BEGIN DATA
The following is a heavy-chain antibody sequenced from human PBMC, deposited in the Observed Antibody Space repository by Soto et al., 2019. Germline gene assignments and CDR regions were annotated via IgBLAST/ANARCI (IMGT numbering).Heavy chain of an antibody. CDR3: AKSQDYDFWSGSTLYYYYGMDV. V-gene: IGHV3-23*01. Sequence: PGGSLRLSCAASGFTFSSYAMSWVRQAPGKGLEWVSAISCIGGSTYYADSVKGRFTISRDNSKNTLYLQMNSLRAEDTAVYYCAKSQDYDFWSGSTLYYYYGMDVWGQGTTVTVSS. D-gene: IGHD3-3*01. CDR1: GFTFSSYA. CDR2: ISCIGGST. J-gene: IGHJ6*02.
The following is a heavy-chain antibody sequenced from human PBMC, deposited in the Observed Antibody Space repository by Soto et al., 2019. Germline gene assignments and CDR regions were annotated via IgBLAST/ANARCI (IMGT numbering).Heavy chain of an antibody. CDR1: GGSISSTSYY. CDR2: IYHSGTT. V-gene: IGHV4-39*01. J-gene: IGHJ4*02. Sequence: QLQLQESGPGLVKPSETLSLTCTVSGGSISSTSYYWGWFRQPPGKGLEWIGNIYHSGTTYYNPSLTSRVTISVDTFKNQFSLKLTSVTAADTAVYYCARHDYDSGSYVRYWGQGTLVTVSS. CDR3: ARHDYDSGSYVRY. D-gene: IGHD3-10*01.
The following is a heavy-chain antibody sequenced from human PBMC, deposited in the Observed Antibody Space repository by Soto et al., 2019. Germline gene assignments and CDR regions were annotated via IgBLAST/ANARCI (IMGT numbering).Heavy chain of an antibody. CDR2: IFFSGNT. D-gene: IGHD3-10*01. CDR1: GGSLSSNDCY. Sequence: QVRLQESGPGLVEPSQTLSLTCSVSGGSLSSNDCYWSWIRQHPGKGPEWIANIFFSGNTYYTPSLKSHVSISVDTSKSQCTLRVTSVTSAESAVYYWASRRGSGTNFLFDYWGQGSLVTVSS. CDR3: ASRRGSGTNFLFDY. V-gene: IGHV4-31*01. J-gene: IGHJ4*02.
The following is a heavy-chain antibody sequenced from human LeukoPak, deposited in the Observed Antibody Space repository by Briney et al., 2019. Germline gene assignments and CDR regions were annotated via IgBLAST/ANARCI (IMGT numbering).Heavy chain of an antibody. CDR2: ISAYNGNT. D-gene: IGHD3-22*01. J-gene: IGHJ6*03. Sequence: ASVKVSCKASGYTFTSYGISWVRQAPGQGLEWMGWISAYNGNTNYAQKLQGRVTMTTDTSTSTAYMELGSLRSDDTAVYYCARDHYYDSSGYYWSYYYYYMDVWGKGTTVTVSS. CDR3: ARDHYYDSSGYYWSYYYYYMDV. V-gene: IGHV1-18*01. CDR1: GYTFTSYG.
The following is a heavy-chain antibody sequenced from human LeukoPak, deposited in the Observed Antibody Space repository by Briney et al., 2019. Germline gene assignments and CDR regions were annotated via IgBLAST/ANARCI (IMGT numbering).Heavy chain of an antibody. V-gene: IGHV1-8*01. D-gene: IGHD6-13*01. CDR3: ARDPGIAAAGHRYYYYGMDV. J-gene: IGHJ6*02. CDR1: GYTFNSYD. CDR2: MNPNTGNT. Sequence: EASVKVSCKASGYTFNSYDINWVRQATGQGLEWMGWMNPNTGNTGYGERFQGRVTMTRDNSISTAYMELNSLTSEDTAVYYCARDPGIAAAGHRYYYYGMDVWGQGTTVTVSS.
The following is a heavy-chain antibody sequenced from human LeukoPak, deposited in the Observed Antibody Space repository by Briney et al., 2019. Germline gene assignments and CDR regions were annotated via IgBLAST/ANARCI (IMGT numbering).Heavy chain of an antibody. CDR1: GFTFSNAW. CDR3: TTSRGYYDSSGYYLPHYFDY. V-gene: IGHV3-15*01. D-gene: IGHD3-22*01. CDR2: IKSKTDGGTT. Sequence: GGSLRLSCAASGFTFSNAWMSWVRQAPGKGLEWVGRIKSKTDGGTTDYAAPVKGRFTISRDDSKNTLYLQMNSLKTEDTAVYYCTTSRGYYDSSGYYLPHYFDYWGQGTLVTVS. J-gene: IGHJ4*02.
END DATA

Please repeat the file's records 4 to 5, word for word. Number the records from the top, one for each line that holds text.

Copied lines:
The following is a heavy-chain antibody sequenced from human LeukoPak, deposited in the Observed Antibody Space repository by Briney et al., 2019. Germline gene assignments and CDR regions were annotated via IgBLAST/ANARCI (IMGT numbering).Heavy chain of an antibody. CDR2: ISAYNGNT. D-gene: IGHD3-22*01. J-gene: IGHJ6*03. Sequence: ASVKVSCKASGYTFTSYGISWVRQAPGQGLEWMGWISAYNGNTNYAQKLQGRVTMTTDTSTSTAYMELGSLRSDDTAVYYCARDHYYDSSGYYWSYYYYYMDVWGKGTTVTVSS. CDR3: ARDHYYDSSGYYWSYYYYYMDV. V-gene: IGHV1-18*01. CDR1: GYTFTSYG.
The following is a heavy-chain antibody sequenced from human LeukoPak, deposited in the Observed Antibody Space repository by Briney et al., 2019. Germline gene assignments and CDR regions were annotated via IgBLAST/ANARCI (IMGT numbering).Heavy chain of an antibody. V-gene: IGHV1-8*01. D-gene: IGHD6-13*01. CDR3: ARDPGIAAAGHRYYYYGMDV. J-gene: IGHJ6*02. CDR1: GYTFNSYD. CDR2: MNPNTGNT. Sequence: EASVKVSCKASGYTFNSYDINWVRQATGQGLEWMGWMNPNTGNTGYGERFQGRVTMTRDNSISTAYMELNSLTSEDTAVYYCARDPGIAAAGHRYYYYGMDVWGQGTTVTVSS.